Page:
North

Yukon reopens hunt as Fortymile caribou population booms

Reduced to just 6,500 animals in 1995, the Fortymile caribou herd in Yukon has seen a remarkable comeback, now numbering around 84,000.

225 permits will be available until the end of March, wildlife officials say

Caribou graze near the Dempster Highway Oct. 18. Two major barren ground caribou herds are converging near the highway north of Dawson City, Yukon. (Heather Avery/CBC)

For the first time in 25 years, the Fortymile caribou herd is open for hunting.

The Yukon government imposed a ban on licensed hunting after the 1995 hunting season because the herd's population dropped to just 6,500 animals.

But conservation efforts have been successful and there are now an estimated 84,000 Fortymile caribou.

"We're comfortable that there's sufficient numbers there to have a sustainable harvest," said Rob Florkiewicz, the wildlife harvest manager with the Yukon government's fish and wildlife branch. 

Hunting opened Jan. 1 in an area along the Top of the World Highway and the Fortymile River in Tr'ondëk Hwëch'in traditional territory. Officials say the herd cannot be hunted from the highway, and that hunters must travel to the backcountry.

The hunt is open until March 31. There are 225 permits available, but they'll be spread out over 10-day intervals, so there are only 20 to 25 active permits at any one time, Florkiewicz said.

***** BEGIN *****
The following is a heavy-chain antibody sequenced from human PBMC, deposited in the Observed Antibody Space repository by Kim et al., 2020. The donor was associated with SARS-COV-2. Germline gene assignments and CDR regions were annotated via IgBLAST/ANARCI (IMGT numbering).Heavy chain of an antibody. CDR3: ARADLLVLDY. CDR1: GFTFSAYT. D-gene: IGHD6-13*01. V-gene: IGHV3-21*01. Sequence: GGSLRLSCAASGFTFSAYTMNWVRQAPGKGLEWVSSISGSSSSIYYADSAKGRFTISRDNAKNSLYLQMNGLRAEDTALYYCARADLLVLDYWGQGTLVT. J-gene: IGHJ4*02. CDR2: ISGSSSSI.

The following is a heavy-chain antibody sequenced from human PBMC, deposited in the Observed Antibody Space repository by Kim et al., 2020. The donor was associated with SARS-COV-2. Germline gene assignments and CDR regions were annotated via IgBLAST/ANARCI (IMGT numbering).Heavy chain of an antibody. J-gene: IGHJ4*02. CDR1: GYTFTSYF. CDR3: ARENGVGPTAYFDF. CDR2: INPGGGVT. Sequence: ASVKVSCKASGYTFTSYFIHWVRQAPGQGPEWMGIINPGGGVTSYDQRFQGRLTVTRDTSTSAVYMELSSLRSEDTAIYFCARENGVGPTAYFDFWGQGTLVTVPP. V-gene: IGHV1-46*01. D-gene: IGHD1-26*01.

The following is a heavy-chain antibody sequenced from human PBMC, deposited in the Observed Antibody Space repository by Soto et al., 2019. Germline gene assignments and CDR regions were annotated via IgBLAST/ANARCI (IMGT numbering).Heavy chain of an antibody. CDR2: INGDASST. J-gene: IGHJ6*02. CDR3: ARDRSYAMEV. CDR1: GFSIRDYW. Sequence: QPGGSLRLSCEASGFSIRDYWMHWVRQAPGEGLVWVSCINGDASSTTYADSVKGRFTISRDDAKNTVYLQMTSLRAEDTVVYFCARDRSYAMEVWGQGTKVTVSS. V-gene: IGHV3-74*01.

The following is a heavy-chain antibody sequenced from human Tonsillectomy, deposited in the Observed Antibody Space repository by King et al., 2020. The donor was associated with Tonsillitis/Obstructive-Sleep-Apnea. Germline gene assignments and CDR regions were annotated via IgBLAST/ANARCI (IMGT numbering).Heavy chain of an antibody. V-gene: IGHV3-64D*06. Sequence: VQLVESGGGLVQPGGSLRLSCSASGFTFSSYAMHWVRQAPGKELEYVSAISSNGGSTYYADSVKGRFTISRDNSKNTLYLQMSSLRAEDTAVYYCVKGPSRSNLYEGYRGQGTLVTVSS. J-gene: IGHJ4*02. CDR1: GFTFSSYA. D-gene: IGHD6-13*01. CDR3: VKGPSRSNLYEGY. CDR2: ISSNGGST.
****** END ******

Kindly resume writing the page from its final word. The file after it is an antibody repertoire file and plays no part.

"This is one of the interests from the Tr'ondëk Hwëch'in, which is that they don't get inundated or swamped if and when a harvest occurs by a whole bunch of hunters," he said. 

'We're comfortable that there's sufficient numbers there to have a sustainable harvest,' said Rob Florkiewicz of Yukon's fish and wildlife branch.  (Dave Croft/CBC)

Hunters are permitted to take only bulls. Environment Yukon urges hunters to use caution, because males lose their antlers in winter and females may have antlers.

Hunters are required to report the results of their hunt, whether they're successful or not, and must turn in the caribou's incisor bar within three days of their permit's expiry. Environment Yukon also hopes some hunters will provide caribou heads so researchers can check for disease. But this isn't mandatory.

Florkiewicz said fish and wildlife officials hope to learn how successful hunters are and where they see caribou.

"We would like to see how the implementation of it goes and [get] feedback from the hunters and the community at large," he said.

Detailed rules for the hunt are available on the Yukon government's website.

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